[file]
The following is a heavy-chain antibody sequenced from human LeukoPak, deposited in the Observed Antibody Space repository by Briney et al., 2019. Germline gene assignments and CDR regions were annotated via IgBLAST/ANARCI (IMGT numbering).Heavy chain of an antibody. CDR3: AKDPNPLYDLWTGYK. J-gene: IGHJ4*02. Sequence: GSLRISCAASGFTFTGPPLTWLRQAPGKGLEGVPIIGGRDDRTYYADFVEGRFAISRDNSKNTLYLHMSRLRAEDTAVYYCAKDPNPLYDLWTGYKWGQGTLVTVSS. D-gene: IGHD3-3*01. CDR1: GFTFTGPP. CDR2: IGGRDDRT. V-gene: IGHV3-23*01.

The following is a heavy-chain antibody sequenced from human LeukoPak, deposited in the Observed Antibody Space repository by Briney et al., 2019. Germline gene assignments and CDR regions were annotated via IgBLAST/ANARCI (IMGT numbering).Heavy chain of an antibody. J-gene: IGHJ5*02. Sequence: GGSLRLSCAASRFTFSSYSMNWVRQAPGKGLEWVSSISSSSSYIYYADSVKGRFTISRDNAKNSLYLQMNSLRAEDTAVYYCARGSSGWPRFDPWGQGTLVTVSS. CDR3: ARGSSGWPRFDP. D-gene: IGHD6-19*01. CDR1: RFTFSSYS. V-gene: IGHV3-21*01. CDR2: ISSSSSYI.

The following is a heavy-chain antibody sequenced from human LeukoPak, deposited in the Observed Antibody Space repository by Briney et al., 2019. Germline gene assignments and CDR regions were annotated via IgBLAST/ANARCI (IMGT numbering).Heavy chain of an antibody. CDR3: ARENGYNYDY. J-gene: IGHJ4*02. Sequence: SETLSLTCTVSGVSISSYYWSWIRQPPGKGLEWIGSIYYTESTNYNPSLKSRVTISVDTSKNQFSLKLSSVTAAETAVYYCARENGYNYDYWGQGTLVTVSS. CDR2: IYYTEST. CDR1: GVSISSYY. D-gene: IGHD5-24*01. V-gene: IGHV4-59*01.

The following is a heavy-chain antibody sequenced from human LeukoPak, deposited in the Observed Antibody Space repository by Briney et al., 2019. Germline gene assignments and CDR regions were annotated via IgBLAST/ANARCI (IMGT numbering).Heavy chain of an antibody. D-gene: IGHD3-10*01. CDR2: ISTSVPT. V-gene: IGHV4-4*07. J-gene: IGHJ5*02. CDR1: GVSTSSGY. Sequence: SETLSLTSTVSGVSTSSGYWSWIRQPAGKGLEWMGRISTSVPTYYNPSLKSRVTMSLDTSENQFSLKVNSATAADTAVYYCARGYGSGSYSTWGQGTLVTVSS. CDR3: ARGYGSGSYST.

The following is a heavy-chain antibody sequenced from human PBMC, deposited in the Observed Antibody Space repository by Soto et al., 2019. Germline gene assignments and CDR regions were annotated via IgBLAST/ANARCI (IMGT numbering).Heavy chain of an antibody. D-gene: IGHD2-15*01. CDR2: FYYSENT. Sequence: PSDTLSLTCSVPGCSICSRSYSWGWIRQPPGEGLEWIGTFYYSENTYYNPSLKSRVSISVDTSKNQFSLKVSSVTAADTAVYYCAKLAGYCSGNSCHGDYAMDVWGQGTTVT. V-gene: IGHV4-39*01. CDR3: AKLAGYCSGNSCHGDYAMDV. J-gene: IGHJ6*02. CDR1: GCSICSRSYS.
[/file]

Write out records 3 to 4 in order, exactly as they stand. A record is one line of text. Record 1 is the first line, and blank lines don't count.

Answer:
The following is a heavy-chain antibody sequenced from human LeukoPak, deposited in the Observed Antibody Space repository by Briney et al., 2019. Germline gene assignments and CDR regions were annotated via IgBLAST/ANARCI (IMGT numbering).Heavy chain of an antibody. CDR3: ARENGYNYDY. J-gene: IGHJ4*02. Sequence: SETLSLTCTVSGVSISSYYWSWIRQPPGKGLEWIGSIYYTESTNYNPSLKSRVTISVDTSKNQFSLKLSSVTAAETAVYYCARENGYNYDYWGQGTLVTVSS. CDR2: IYYTEST. CDR1: GVSISSYY. D-gene: IGHD5-24*01. V-gene: IGHV4-59*01.

The following is a heavy-chain antibody sequenced from human LeukoPak, deposited in the Observed Antibody Space repository by Briney et al., 2019. Germline gene assignments and CDR regions were annotated via IgBLAST/ANARCI (IMGT numbering).Heavy chain of an antibody. D-gene: IGHD3-10*01. CDR2: ISTSVPT. V-gene: IGHV4-4*07. J-gene: IGHJ5*02. CDR1: GVSTSSGY. Sequence: SETLSLTSTVSGVSTSSGYWSWIRQPAGKGLEWMGRISTSVPTYYNPSLKSRVTMSLDTSENQFSLKVNSATAADTAVYYCARGYGSGSYSTWGQGTLVTVSS. CDR3: ARGYGSGSYST.